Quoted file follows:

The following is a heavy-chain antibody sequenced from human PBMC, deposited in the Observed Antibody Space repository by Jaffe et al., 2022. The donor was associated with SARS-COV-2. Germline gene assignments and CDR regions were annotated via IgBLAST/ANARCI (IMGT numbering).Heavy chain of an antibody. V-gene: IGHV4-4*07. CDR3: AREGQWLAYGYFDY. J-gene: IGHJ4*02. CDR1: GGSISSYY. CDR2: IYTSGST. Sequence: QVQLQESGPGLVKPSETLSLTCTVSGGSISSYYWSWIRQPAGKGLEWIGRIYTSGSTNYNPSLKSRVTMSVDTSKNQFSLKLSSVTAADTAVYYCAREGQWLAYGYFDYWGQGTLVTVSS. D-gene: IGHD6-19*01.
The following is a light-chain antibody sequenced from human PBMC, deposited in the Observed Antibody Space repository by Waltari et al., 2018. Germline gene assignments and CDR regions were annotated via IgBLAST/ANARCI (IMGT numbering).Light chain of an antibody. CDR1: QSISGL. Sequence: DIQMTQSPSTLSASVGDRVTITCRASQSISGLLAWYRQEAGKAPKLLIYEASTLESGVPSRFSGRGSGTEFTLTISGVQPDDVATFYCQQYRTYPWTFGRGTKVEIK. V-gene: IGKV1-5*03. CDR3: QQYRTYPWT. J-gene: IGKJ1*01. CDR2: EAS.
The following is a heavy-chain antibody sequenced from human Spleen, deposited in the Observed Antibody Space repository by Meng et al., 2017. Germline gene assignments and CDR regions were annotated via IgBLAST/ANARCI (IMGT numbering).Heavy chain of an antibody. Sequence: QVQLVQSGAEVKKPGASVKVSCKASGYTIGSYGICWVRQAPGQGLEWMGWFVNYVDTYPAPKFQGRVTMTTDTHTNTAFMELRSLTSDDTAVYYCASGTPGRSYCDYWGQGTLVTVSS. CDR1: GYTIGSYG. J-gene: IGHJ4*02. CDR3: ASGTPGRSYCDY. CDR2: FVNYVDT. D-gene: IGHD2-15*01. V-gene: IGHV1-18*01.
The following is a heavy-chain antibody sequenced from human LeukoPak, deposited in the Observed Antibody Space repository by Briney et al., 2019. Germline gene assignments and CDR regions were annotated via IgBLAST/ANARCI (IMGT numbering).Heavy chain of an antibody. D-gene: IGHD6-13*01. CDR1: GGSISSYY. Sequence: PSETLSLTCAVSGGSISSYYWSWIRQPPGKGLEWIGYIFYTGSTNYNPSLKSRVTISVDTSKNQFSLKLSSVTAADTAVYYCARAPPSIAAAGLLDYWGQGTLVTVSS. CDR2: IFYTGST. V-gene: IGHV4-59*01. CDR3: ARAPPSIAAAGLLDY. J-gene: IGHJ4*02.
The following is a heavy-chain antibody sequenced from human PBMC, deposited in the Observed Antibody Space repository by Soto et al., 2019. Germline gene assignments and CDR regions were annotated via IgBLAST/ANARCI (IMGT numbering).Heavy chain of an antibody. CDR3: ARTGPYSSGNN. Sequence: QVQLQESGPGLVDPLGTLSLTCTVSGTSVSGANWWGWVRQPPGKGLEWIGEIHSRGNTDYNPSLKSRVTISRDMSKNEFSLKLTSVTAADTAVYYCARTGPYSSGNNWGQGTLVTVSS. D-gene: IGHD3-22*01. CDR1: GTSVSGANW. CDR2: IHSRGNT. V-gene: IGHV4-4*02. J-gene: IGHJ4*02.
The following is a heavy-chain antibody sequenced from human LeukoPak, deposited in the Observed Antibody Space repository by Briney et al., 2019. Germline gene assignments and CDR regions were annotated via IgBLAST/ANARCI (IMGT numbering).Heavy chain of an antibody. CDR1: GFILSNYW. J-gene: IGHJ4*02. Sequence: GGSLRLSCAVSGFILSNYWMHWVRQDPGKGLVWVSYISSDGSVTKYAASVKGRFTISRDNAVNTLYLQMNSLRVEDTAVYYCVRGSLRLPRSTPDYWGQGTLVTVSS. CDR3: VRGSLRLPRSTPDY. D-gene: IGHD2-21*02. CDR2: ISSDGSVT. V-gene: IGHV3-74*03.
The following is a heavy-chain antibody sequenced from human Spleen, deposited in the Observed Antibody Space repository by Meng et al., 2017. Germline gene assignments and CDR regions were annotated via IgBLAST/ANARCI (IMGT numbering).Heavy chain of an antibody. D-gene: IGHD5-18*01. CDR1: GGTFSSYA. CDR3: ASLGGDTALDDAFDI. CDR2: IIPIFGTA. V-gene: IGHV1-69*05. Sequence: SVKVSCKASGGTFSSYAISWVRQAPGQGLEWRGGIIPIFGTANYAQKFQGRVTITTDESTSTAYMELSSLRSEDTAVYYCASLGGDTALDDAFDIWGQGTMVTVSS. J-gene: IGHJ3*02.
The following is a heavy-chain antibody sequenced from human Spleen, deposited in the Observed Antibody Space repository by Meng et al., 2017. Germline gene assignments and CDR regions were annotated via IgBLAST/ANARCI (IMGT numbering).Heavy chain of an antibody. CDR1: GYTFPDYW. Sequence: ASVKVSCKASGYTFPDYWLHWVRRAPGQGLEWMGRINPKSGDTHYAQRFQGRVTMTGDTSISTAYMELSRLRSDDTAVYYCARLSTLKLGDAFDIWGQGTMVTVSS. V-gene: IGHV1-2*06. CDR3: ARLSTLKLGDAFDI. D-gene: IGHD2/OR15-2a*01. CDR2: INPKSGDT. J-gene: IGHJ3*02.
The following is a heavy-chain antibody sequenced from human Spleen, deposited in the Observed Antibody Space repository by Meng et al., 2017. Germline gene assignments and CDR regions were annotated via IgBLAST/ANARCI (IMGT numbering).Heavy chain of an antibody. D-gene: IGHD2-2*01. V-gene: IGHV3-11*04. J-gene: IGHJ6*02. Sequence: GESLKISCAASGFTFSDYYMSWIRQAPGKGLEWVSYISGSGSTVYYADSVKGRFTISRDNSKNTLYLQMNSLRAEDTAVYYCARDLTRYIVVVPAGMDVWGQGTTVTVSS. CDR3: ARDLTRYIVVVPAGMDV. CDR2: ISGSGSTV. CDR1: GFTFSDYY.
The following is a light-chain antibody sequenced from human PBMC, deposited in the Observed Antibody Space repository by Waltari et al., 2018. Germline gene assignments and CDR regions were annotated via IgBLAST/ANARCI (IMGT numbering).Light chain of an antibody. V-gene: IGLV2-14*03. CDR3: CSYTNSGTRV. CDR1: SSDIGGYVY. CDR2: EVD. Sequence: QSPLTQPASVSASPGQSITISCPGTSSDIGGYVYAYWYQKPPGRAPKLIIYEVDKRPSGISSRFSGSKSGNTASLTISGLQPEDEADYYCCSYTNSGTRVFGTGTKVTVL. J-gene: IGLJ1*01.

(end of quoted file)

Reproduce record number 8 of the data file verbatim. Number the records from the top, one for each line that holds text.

The following is a heavy-chain antibody sequenced from human Spleen, deposited in the Observed Antibody Space repository by Meng et al., 2017. Germline gene assignments and CDR regions were annotated via IgBLAST/ANARCI (IMGT numbering).Heavy chain of an antibody. CDR1: GYTFPDYW. Sequence: ASVKVSCKASGYTFPDYWLHWVRRAPGQGLEWMGRINPKSGDTHYAQRFQGRVTMTGDTSISTAYMELSRLRSDDTAVYYCARLSTLKLGDAFDIWGQGTMVTVSS. V-gene: IGHV1-2*06. CDR3: ARLSTLKLGDAFDI. D-gene: IGHD2/OR15-2a*01. CDR2: INPKSGDT. J-gene: IGHJ3*02.